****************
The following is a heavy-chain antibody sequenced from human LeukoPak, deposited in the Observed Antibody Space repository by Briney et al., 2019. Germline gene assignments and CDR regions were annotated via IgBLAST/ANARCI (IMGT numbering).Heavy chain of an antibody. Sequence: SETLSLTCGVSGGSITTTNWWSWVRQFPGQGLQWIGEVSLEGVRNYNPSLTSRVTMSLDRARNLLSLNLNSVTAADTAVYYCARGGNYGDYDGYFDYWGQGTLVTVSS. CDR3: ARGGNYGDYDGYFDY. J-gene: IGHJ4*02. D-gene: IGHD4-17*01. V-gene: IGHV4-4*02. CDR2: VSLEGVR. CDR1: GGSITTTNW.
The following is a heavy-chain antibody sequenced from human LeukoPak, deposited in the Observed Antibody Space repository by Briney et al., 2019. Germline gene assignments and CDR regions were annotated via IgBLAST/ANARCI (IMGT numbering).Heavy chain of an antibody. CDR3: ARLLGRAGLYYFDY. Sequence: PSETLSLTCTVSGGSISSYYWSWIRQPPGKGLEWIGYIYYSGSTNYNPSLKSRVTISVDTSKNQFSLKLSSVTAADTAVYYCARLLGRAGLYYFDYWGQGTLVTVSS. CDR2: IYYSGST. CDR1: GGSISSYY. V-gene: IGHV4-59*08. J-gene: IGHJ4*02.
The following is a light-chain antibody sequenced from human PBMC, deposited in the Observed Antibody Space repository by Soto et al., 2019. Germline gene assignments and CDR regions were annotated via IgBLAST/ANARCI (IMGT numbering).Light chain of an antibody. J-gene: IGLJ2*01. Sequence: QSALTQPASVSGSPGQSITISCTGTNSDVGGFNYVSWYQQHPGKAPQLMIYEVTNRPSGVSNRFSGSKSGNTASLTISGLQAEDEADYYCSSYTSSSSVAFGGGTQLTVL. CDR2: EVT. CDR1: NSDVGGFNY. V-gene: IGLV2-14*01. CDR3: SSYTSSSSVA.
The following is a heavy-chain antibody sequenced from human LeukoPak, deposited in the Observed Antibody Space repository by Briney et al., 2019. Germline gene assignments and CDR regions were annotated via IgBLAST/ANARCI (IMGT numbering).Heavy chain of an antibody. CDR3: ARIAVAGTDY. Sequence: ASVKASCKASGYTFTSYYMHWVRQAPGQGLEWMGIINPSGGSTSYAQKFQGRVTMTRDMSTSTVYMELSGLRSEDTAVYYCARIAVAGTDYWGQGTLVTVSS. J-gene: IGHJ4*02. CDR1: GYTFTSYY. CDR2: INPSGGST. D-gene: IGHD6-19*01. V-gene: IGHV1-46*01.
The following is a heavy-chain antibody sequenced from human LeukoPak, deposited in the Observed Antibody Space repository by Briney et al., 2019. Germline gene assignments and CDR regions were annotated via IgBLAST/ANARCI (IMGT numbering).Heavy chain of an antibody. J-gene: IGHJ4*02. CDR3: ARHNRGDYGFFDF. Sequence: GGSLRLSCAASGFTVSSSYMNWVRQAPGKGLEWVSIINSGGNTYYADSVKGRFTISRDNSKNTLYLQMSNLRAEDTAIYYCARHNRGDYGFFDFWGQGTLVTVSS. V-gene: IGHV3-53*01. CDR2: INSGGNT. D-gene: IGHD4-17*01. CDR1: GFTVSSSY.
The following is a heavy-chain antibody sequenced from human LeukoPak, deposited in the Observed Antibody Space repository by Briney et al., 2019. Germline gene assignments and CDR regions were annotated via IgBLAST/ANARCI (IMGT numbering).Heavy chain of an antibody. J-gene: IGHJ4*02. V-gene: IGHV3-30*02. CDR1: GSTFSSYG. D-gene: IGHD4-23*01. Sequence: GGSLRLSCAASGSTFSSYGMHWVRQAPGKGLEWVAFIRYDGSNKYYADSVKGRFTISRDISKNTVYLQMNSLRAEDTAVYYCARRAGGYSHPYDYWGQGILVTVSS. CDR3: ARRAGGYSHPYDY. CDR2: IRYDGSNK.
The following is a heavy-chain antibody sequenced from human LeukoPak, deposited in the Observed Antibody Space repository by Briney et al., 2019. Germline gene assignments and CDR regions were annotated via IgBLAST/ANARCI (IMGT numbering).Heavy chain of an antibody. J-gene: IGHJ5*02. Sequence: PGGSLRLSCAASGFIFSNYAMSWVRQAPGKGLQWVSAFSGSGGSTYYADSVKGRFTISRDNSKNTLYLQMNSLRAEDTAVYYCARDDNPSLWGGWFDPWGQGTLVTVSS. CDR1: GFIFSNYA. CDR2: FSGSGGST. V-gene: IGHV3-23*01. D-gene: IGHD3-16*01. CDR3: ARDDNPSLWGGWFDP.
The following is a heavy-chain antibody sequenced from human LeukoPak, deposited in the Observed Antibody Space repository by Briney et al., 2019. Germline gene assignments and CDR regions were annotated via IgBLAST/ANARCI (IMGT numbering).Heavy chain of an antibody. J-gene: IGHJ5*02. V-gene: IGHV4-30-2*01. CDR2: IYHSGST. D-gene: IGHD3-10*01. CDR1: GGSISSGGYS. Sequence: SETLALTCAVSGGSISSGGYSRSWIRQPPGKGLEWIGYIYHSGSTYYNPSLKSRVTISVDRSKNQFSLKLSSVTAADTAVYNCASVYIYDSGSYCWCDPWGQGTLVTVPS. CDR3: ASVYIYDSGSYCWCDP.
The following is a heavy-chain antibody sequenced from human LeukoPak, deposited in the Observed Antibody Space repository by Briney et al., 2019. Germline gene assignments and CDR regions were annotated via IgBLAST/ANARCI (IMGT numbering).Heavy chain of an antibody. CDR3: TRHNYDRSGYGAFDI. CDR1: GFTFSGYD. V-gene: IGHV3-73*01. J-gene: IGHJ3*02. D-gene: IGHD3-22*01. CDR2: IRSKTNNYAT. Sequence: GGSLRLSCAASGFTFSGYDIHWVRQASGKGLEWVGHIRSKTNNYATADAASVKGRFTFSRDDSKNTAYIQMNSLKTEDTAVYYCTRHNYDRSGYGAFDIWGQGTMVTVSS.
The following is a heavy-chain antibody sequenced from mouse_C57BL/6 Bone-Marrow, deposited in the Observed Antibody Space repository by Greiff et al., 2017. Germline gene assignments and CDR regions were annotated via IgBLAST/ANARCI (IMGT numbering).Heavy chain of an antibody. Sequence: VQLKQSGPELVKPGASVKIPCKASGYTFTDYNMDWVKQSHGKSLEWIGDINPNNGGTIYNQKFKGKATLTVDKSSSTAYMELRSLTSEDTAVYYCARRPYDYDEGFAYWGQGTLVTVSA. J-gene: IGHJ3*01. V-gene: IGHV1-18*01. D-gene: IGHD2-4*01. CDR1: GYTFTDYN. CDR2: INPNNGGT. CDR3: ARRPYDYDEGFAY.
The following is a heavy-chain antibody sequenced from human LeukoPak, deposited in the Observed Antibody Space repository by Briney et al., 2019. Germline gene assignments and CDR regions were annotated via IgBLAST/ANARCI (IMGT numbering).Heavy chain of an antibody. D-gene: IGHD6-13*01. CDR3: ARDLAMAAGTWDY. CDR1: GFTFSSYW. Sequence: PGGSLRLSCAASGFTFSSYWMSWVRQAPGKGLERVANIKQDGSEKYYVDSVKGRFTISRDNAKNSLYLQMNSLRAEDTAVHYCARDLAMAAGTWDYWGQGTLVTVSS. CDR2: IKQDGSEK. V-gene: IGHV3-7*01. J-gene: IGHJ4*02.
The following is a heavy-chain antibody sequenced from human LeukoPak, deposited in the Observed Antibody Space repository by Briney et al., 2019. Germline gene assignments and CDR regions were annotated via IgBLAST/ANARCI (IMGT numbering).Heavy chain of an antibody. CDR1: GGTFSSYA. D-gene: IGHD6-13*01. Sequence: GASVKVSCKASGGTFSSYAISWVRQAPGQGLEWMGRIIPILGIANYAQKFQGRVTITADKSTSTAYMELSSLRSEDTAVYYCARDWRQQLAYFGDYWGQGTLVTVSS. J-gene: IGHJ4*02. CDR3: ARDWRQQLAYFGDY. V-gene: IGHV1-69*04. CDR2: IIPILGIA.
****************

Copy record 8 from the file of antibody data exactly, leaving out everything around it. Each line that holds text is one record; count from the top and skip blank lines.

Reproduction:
The following is a heavy-chain antibody sequenced from human LeukoPak, deposited in the Observed Antibody Space repository by Briney et al., 2019. Germline gene assignments and CDR regions were annotated via IgBLAST/ANARCI (IMGT numbering).Heavy chain of an antibody. J-gene: IGHJ5*02. V-gene: IGHV4-30-2*01. CDR2: IYHSGST. D-gene: IGHD3-10*01. CDR1: GGSISSGGYS. Sequence: SETLALTCAVSGGSISSGGYSRSWIRQPPGKGLEWIGYIYHSGSTYYNPSLKSRVTISVDRSKNQFSLKLSSVTAADTAVYNCASVYIYDSGSYCWCDPWGQGTLVTVPS. CDR3: ASVYIYDSGSYCWCDP.